Sun. Sep 27th, 2020

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Top China Memory Chipmaker Still Can’t Wean Itself Off U.S.

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(Bloomberg) — China’s top flash memory chipmaker sees no easy way to replace U.S. chipmaking gear, underscoring how a further crackdown on the supply of American technology will devastate the local semiconductor industry.

Yangtze Memory Technologies Co. gets over 80% of its equipment from the U.S. and Japan now, said Zheng Jiuli, vice president in charge of supply chain management. While some Chinese suppliers have made breakthroughs in areas including etching, cleaning and coating, there aren’t enough local alternatives to replace everything, he added.

“Long-term investments in innovation and R&D have led to technological advantages” at U.S. and Japanese suppliers, Zheng said. “This is also the reason why their products are currently in the mainstream and are difficult to replace.”

The deficit of basic chipmaking equipment complicates Beijing’s ambitions to reduce its reliance on its geopolitical rival. China has rolled out a number of measures to boost its domestic chip industry, including creating a $29 billion semiconductor investment fund and Beijing is planning to provide broad support for so-called third-generation semiconductors in its next five-year plan, Bloomberg News reported last week. The manufacturing of these chipsets, which are mainly made of materials such as silicon carbide and gallium nitride, only has limited exposure to U.S. vendors, analysts at Citigroup have said.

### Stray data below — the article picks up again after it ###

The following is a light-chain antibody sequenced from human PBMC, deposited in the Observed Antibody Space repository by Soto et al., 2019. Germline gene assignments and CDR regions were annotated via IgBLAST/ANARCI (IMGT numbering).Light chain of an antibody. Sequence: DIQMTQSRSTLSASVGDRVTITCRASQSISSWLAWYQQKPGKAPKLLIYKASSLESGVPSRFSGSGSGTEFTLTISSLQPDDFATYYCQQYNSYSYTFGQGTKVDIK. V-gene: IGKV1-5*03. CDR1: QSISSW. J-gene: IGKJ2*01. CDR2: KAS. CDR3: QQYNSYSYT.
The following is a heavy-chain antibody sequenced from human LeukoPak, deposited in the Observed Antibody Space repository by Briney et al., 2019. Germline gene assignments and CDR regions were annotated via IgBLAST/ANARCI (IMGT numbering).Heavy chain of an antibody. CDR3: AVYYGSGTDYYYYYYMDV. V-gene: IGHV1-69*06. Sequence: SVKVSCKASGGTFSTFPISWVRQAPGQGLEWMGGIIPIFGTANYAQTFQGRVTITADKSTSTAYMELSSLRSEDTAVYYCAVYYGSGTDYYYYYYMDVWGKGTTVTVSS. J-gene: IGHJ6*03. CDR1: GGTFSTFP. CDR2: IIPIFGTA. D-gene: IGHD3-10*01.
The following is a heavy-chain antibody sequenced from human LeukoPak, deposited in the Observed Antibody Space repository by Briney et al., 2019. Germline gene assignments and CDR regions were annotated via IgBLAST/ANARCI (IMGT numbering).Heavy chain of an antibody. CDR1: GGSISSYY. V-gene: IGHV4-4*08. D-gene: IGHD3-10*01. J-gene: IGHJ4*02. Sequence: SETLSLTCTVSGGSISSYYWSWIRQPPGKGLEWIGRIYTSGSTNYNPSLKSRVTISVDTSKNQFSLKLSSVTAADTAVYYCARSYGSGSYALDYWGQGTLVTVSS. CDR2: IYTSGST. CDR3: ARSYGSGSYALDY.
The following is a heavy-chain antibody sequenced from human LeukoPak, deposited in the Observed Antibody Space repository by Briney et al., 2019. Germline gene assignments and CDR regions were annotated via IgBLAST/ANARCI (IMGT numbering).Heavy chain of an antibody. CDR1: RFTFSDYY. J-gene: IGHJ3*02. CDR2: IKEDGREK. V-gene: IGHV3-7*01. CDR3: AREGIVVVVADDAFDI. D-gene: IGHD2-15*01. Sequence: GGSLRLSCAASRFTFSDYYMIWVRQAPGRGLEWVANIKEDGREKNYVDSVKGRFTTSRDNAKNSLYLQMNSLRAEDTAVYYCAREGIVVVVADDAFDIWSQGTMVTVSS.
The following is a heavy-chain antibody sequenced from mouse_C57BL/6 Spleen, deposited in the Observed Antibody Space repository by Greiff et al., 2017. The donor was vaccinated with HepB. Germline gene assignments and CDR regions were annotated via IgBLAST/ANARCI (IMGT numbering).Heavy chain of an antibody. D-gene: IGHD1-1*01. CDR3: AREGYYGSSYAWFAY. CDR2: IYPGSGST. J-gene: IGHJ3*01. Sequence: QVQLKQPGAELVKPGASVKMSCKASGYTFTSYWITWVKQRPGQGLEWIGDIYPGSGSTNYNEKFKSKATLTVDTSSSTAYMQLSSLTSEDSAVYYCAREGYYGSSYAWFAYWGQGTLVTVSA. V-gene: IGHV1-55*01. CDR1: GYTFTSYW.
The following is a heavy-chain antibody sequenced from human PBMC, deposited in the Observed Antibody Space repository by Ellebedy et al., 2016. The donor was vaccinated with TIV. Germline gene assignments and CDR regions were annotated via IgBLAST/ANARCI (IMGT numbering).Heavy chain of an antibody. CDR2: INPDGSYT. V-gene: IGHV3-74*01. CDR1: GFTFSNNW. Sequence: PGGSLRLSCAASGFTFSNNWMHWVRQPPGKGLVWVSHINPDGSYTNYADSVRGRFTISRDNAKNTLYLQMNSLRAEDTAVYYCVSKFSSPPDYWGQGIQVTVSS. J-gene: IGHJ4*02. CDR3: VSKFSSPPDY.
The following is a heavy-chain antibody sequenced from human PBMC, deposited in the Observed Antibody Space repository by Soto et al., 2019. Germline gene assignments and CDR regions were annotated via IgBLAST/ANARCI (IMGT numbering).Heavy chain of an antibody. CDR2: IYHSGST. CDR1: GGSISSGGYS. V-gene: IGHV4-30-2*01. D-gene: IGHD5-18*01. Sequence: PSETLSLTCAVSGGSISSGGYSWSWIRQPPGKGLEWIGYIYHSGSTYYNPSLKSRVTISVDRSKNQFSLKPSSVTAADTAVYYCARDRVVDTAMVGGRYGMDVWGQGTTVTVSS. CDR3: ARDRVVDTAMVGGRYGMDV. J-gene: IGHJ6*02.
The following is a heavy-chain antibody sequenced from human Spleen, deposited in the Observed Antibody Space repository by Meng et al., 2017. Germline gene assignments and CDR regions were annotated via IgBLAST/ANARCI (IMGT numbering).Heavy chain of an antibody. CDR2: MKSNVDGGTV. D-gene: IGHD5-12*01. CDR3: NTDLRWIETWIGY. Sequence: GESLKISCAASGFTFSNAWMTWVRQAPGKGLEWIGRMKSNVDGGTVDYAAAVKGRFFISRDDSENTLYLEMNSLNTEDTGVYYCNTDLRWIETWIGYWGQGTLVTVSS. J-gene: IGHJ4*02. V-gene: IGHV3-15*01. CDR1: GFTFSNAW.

Read more: China Said to Plan Broad Chip Sector Support to Fight Trump

Yangtze Memory hasn’t set a target for domestic procurement, Zheng said, adding that it would be “unscientific” to do so. It has been collaborating with chip firms from the U.S., Japan, South Korea and Europe on talent and technology and will continue working with these global companies, he said. Yangtze Memory has said it will invest $22 billion in a facility in Wuhan that’s by far China’s most advanced factory for 3D NAND, the latest iteration of storage used in smartphones and high-end computing.China’s giant chip industry is bracing for further Trump sanctions. Efforts by the White House to constrain the rise of China’s tech giants have already led to bans on exports of U.S. technologies and equipment to Huawei Technologies Co., the largest Chinese maker of handsets and 5G networking gear.

The U.S. shouldn’t be terrified by China’s growth, Zhao Weiguo, chairman of Yangtze Memory parent Tsinghua Unigroup Co., said last year. Unigroup and other Tsinghua affiliates have pulled off a number of acquisitions over the years, including of RDA Microelectronics Inc. and Spreadtrum Communications Inc., to beef up their design capability, and signed partnership deals with global players including Western Digital Corp.

Read more: China’s Top Chipmaker Secures $22 Billion to Expand Globally

(Adds comments on cooperation with global firms in fifth paragraph)

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2020-09-10 06:03:34


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